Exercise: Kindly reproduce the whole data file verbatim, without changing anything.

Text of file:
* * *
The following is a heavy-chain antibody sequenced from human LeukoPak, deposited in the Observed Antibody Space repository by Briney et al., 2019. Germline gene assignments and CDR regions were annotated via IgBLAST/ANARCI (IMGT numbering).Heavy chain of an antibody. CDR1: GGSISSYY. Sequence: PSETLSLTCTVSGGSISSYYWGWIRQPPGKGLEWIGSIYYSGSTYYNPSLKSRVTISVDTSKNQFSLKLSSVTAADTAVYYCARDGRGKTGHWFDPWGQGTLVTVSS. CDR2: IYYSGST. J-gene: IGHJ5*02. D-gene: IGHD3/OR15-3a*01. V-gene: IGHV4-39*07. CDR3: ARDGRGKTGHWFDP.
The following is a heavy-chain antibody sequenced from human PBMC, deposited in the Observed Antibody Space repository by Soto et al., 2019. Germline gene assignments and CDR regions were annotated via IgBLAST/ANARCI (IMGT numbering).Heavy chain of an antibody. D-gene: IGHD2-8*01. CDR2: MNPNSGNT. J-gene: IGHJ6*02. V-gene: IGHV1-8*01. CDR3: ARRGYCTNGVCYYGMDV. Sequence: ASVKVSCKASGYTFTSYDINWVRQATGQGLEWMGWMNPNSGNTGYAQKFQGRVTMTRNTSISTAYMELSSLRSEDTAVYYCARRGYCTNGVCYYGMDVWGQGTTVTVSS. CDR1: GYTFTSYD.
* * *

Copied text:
The following is a heavy-chain antibody sequenced from human LeukoPak, deposited in the Observed Antibody Space repository by Briney et al., 2019. Germline gene assignments and CDR regions were annotated via IgBLAST/ANARCI (IMGT numbering).Heavy chain of an antibody. CDR1: GGSISSYY. Sequence: PSETLSLTCTVSGGSISSYYWGWIRQPPGKGLEWIGSIYYSGSTYYNPSLKSRVTISVDTSKNQFSLKLSSVTAADTAVYYCARDGRGKTGHWFDPWGQGTLVTVSS. CDR2: IYYSGST. J-gene: IGHJ5*02. D-gene: IGHD3/OR15-3a*01. V-gene: IGHV4-39*07. CDR3: ARDGRGKTGHWFDP.
The following is a heavy-chain antibody sequenced from human PBMC, deposited in the Observed Antibody Space repository by Soto et al., 2019. Germline gene assignments and CDR regions were annotated via IgBLAST/ANARCI (IMGT numbering).Heavy chain of an antibody. D-gene: IGHD2-8*01. CDR2: MNPNSGNT. J-gene: IGHJ6*02. V-gene: IGHV1-8*01. CDR3: ARRGYCTNGVCYYGMDV. Sequence: ASVKVSCKASGYTFTSYDINWVRQATGQGLEWMGWMNPNSGNTGYAQKFQGRVTMTRNTSISTAYMELSSLRSEDTAVYYCARRGYCTNGVCYYGMDVWGQGTTVTVSS. CDR1: GYTFTSYD.